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senate. Mr. Seward, maintaining the right of petition on its broadest grounds, defended the course of the memorialists, and in a brief speech sustained his positions with his accustomed vigor and acumen. After a spirited debate the petition was received in the usual manner and laid on the table. But the dignified defense of the remonstrants, made by Mr. Seward, was remembered with favor by the lovers of justice and freedom of conscience in all parts of the country.

Two unusually important treaties were ratified by the senate, in executive or secret session, during this meeting of congress. One is known as the "Gadsden treaty" for the settlement of our relations with Mexico, and the other as the "reciprocity treaty" for the regulation of trade between Canada and the United States. Mr. Seward is understood to have opposed the former, while he gave his support to the latter.

Just before the adjournment of congress (on the 26th of July, 1854) Mr. Seward delivered the annual oration before the Phi Beta Kappa society of Yale college, on which occasion he received the honorary degree of doctor of laws. The subject of his discourse was, "the physical, moral and intellectual development of the American people," which he treated with great discrimination and vigorous eloquence, commanding the admiration of a highly intellectual audience and strengthening his well earned title to oratorical fame. After an arduous session of more than eight months, congress adjourned on the 7th of August, 1854. In October, following, Mr. Seward made an elaborate argument in the circuit court of the United States at Albany, in the celebrated McCormick reaper case.

The state elections, in the autumn, in all the free states, resulted in a decided verdict against the extraordinary legislation of congress and the action of the administration. Only seventy-nine members were elected, in all the states, to the next congress who were known as friends of the president's policy,' while one hundred and seventeen were chosen as decided opponents of the repeal of the Missouri compromise. The remaining thirty-seven members, classed as whigs or Americans, were generally supposed to sympathize with the administration in its pro-slavery character, although unwilling to be classed as its friends.

1 See present volume for this oration and the speeches before noticed.

2 At the election for speaker the administration candidate, Mr. Richardson, the father of the Nebraska bill in the house, at the previous session, received on the first ballot 74 votes.

The second and last session of the thirty-third congress met on the first Monday in December, 1854. A manifestly subdued temper on the part of the majority and the absence of any exciting topic for discussion gave hopes of much healthful legislation, only however to be disappointed.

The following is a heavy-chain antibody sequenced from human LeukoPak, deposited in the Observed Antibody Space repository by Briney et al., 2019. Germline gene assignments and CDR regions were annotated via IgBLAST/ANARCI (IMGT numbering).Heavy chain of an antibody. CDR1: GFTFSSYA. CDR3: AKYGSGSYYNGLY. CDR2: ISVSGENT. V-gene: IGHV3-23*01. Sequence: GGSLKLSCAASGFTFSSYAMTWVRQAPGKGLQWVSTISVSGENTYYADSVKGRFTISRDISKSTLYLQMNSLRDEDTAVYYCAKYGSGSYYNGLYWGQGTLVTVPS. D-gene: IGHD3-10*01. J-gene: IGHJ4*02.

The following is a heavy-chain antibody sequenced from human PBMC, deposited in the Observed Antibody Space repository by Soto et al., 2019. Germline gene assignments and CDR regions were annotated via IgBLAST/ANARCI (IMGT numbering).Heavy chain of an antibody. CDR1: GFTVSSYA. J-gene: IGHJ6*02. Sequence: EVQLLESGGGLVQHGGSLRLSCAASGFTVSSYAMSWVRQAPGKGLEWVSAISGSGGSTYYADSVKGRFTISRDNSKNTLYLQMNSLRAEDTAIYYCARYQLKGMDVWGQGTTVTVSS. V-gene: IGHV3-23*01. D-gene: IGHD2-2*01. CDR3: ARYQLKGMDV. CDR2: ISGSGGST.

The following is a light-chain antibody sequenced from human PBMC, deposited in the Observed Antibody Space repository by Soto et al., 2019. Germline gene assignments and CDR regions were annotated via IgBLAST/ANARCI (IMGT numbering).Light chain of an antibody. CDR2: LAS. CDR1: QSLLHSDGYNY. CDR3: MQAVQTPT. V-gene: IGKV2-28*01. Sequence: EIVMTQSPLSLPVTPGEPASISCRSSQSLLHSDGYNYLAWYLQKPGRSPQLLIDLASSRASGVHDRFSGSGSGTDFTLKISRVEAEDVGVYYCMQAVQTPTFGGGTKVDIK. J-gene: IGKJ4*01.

Mr. Seward, with his accustomed assiduity, turned his attention to the task of rescuing from the ruins some of the beneficent measures sacrificed to the interests of slavery at the last session. Among these the Pacific railroad, the improvement of rivers and harbors and the revision of the tariff may be especially mentioned. Mr. Seward was the author of a bill, introduced by him at the previous session, for the construction of a railroad to the Pacific ocean, which seemed more practical in its character than any yet con sidered.

A bill to increase the compensation of members of congress and to raise the salaries of the judges of the supreme court was introduced early in the session. Mr. Seward opposed both propositions. In a speech on the "extension of the bounty land law" he paid an eloquent tribute to the volunteers and militia who had served in the wars of the United States, and advocated an amendment providing that they should be included in the benefits of the law the same as officers and soldiers of the regular army. On presenting a memorial from the unemployed workmen of the city of New York in favor of a homestead law, Mr. Seward feelingly portrayed the distress he had himself recently witnessed among the industrial classes in the large cities, and urged the passage of the homestead bill as a wise and inexpensive measure of relief.

His remarks on internal improvements, during the debate on the bill making appropriations for the improvement of rivers and harbors, and his speeches in favor of the Pacific railroad all abound with the most liberal and statesmanlike ideas; while those in opposition to reducing the tariff on American products and manufactures are consistent with the principles he has always maintained.

Mr. Seward insisted on the payment of the Texas debts as an obligation entered into by our government which could not now be honorably repudiated, however unwise that obligation may have been when it was assumed.

He was the early and steadfast friend of mail steamers on the Atlantic and Pacific oceans. His speech on the 27th of February,

1855, although brief, clearly presents the reasons why our government should continue to employ first class steamships in its mail service. Mr. Seward opposed the bill granting three years' credit on duties on railroad iron. He maintained that it was impolitic and wrong to stimulate an enterprise already unduly expanded. The wisdom of his words has been verified by the remarkable depreciation of railroad shares.

A misunderstanding having arisen among the merchants of New York in regard to a bill introduced at the last session, by Senator Fish, relating to immigrant passenger ships, Mr. Seward in a graceful speech defended his colleague from any negligence in the matter, Mr. Fish being then absent from the country seeking the restoration of his health.